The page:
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Launch House Harassment Claims Show the Need for Startup House HR –

Launch House Harassment Claims Show the Need for Startup House HR –

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In 2021, dot.LA reports on an attack on a startup live-in incubator. “Founded by two 27-year-old entrepreneurs in the Hollywood Hills, the collective helps seed-stage companies raise funds and build their products,” Katherin Abando wrote. “The launch house, which rotates in different parts of the city, focuses on building biotechnology entrepreneurs. The other is trying to promote breakthrough products in augmented reality.”

Fast forward a year. The co-working house model — which often promotes itself as a training program for tech entrepreneurs to live together and grow their businesses — is facing an existential crisis, with at least one of the examples lauded in the article facing multiple allegations of fostering a culture that led to sexual assault, harassment and, in one case, retaliation against a house member.

The difference between Launch House and other live incubators is well described. In 2021, dot.LA reported that unlike veteran accelerators like Y Combinator, Launch House founders Jacob Peters, Michael Houck, and Brett Goldstein did not promise entrepreneurs any investment. Instead, the raffle was “running, advice and exposure on social media.” And their thinking was based on Peters’ belief that “Universities are no longer aggregators of great talent. They are becoming small, idiosyncratic communities that start in houses.”

However, if this happens, there is a serious need to rethink how the co-op model works when the heat is on. Earlier this month, Vox published an investigation into Launch House, a “professional social club” for tech founders that, among other things, hosts members at a luxury property in Beverly Hills. Since this report, some current investors in the startup and its venture fund have issued public statements supporting the alleged victims and condemning Launch House’s alleged actions. Others have taken the position that the reporting of the story itself was exploitation and blame the media for it. The “handling” of the news was insensitive in itself.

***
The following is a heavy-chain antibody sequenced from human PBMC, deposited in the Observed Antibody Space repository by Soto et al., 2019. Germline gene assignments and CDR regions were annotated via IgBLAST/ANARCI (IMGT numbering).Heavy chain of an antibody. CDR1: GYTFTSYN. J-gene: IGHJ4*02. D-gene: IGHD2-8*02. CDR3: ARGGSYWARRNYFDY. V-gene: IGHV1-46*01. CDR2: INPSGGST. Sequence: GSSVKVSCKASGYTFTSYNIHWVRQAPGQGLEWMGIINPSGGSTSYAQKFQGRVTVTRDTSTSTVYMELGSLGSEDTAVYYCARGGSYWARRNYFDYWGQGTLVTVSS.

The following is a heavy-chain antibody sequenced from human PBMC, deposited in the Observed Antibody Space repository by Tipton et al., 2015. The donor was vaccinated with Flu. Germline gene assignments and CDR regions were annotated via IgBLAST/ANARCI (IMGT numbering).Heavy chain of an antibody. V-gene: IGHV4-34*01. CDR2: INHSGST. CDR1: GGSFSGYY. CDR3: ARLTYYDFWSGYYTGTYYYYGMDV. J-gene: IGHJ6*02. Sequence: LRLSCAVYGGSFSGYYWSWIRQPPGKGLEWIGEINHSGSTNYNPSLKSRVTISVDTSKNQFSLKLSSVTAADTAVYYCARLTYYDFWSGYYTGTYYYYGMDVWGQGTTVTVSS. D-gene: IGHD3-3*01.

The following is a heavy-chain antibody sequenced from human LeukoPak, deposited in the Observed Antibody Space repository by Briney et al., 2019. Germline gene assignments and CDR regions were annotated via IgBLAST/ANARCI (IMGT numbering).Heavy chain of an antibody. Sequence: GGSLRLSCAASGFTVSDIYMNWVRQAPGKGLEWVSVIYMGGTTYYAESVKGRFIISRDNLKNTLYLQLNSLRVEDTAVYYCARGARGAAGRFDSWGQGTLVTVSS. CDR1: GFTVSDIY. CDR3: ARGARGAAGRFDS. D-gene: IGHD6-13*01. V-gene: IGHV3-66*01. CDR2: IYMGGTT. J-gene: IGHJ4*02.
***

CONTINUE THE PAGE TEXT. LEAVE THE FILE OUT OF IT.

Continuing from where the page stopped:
Launch House, meanwhile, confirmed to TechCrunch through a spokesperson that it is launching its own independent, third-party investigation. The company’s CEO, Brett Goldstein, issued a public memo in response to the allegations, stating that the allegations in the Vox story refer to “a period over a year ago when we were a very different company.”

This is not the first time Launch House has faced complaints of workplace abuse. Late last year, Business Insider reported on a “wild party” at the Launch House mansion in May 2021, as well as the COVID outbreak a year earlier.

Should anyone be surprised that a tech incubator full of young people living and working under the same roof and dreaming of tech entrepreneurship is prone to fostering a dangerous work environment?

In 2017, Y Combinator was in the news for similar indiscretions. At the time, the incubator known for launching Airbnb, Coinbase, DoorDash, Dropbox, Reddit and Twitch faced its own allegations of sexual harassment in the workplace. The startup seemingly resolved the situation by apologizing and having two high-profile venture capitalists resign. Nevertheless, a year later, according to a study by Y combinator, one in five female founders who passed through the influential Silicon Valley startup incubator still reported being sexually harassed or assaulted by investors.